So You’re Going to Draft Andre Drummond


Baseline 2012 Draft + Roster Breakdown – Part III

We’ve projected how next season’s Bobcats roster could look if they draft Thomas Robinson or Bradley Beal. Next, we’ll take a peek at how things could shape up should Higgins, Cho and company choose a riskier path.

Grab a Lottery Ticket

This time last year the 2012 NBA Draft was deemed the best draft class since 2003—a crazy deep draft featuring LeBron, Melo, D-Wade, and Chris Bosh. We’re less than a week out from selection day and that doesn’t appear to be the case. Anthony Davis may end up having a similar impact to those four players but after him there isn’t another surefire superstar. Instead, the Cats will have their choice of five equally-warted but promising players.

Thomas Robinson doesn’t have the highest ceiling. Michael Kidd-Gilchrist has a broken jump shot. Bradley Beal is undersized. Harrison Barnes had a disappointing sophomore year. Andre Drummond has motor issues. With all due respect to Beal (and I’m a huge fan of him), only one of those five has the potential to become a true superstar—one of the three best players at his position. In a season in which the Bobcats can’t get any worse, why not take a chance on Andre Drummond?

Drummond is one of the tougher players to grade in the draft because he has so much talent but didn’t leave a spectacular impression after one year at UConn—not to mention how volatile young big men can be in the draft. He could be the next Andrew Bynum or even Dwight Howard, but a more realistic projection might be former Bobcat Tyson Chandler. Then again, he could fizzle out like the man who went directly before Chandler in the 2001 NBA Draft: Jordan’s nemesis Kwame Brown. The Bobcats had two main problems last year: they couldn’t stop teams from scoring at the basket at will, and they didn’t have a star. Drummond can fix both problems.

RESULT: Charlotte Selects Andre Drummond, C Connecticut

Biding Time

Points: D.J. Augustin is a restricted free agent and I can’t see him returning to Charlotte. When he wasn’t hurt last year, Augustin looked disengaged and the team clearly sees Kemba Walker as the future. Charlotte won’t be able to trade him in time to pick up an extra draft pick this year, so I expect them to deal him later in the offseason to a contending team for a mid-to-late first-round pick (think Dallas, Memphis, or the Lakers). In D.J.’s absence, Cho will then need to add another point guard or two, so I expect him to pick up a big, veteran guard (perhaps Royal Ivey or Keyon Dooling) and a Shannon Brown-esque reclamation project (maybe Jonny Flynn).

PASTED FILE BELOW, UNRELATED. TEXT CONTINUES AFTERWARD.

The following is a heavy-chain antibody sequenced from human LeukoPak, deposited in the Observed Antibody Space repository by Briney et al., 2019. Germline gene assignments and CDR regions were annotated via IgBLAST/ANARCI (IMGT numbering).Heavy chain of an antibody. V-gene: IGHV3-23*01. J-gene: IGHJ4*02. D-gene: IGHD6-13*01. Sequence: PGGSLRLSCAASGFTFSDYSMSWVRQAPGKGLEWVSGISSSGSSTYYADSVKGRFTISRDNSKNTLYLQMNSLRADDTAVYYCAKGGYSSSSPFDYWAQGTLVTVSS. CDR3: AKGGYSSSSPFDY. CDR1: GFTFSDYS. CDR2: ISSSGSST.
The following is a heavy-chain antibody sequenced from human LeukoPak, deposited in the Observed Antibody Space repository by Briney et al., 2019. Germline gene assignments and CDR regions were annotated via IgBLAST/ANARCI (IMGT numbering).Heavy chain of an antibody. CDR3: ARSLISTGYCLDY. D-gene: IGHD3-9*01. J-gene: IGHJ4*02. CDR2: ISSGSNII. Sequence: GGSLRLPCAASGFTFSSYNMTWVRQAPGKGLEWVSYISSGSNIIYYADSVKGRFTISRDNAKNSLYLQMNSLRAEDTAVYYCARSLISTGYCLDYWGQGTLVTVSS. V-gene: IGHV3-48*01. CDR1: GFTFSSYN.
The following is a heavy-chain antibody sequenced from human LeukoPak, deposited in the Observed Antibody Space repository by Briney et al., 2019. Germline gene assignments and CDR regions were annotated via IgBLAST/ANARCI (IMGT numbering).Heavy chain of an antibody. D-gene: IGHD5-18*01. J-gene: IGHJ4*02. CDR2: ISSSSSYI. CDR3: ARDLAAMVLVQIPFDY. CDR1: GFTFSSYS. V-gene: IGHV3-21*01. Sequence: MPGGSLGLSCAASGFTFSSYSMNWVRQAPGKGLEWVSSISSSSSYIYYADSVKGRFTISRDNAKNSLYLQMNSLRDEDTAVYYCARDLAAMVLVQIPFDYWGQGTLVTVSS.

Wings: Charlotte still needs offense from somewhere, and the perimeter would be a good start. I have a feeling some quality wing players will be on the board for the #31 draft pick. Maybe that’s John Jenkins, Will Barton, Quincy Miller, or Jeff Taylor (who Chad Ford’s latest mock draft has slated to go 31st). Additionally, the Bobcats still need more three-point shooters, so Cho could take flyer on another young guard: James Anderson. He never got much playing time in San Antonio but the 23-year old lit up the Big 12, averaging 17.9 ppg on 37.5% shooting from beyond the arch over his three-year stretch at Oklahoma State. Brandon Roy would be a fantastic addition (and would help cast away demons from the ‘06 draft), but he’d likely prefer to go to a contending team like Miami or Boston.

Bigs: Bismack Biyombo, Andre Drummond, and their combined 14’11” wingspan will immediately alleviate Charlotte’s interior defense problem. There won’t be much offense immediately, but they should grow to emulate OKC’s defensive frontcourt of Serge Ibaka and Kendrick Perkins. Byron Mullens and D.J. White can bring short spurts of instant offense, and anything Tyrus Thomas brings will be gravy. It’s not a fantastic group, but there’s a lot of potential down low, and they won’t give up nearly as many easy buckets as last year.